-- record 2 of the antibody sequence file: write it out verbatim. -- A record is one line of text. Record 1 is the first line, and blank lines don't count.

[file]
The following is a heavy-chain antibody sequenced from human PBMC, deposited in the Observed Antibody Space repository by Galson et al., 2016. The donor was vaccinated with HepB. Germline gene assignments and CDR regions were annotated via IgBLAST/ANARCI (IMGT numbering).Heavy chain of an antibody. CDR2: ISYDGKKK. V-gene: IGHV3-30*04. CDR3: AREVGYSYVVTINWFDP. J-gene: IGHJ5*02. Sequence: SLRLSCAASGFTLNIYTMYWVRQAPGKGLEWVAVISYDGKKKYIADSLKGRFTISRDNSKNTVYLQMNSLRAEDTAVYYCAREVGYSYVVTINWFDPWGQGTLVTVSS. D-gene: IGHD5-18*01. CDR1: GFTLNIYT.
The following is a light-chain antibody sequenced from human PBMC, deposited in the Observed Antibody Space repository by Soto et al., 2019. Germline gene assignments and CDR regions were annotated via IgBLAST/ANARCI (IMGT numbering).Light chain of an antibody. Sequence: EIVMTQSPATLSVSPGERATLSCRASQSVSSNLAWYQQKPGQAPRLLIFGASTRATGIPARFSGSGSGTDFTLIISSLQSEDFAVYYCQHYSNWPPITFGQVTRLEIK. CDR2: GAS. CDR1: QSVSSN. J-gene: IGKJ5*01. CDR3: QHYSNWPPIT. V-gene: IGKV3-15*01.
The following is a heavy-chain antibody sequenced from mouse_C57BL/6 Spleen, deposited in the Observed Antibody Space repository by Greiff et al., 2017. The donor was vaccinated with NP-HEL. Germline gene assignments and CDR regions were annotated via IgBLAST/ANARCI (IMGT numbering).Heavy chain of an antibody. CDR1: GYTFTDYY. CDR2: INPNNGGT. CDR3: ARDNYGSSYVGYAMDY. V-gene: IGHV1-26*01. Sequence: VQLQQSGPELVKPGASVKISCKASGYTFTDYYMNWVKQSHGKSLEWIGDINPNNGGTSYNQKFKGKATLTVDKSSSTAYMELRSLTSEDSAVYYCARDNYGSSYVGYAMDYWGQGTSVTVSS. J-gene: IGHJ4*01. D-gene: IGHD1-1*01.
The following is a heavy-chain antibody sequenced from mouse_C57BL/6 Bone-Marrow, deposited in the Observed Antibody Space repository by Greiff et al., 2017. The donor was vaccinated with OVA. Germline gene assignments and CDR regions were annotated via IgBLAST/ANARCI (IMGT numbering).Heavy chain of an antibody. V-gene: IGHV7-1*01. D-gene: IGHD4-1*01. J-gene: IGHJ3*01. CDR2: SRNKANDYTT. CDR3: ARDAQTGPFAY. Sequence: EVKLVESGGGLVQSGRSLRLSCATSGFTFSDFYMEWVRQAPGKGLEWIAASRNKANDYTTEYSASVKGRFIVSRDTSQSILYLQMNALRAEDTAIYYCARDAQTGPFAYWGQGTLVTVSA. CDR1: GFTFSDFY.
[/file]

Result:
The following is a light-chain antibody sequenced from human PBMC, deposited in the Observed Antibody Space repository by Soto et al., 2019. Germline gene assignments and CDR regions were annotated via IgBLAST/ANARCI (IMGT numbering).Light chain of an antibody. Sequence: EIVMTQSPATLSVSPGERATLSCRASQSVSSNLAWYQQKPGQAPRLLIFGASTRATGIPARFSGSGSGTDFTLIISSLQSEDFAVYYCQHYSNWPPITFGQVTRLEIK. CDR2: GAS. CDR1: QSVSSN. J-gene: IGKJ5*01. CDR3: QHYSNWPPIT. V-gene: IGKV3-15*01.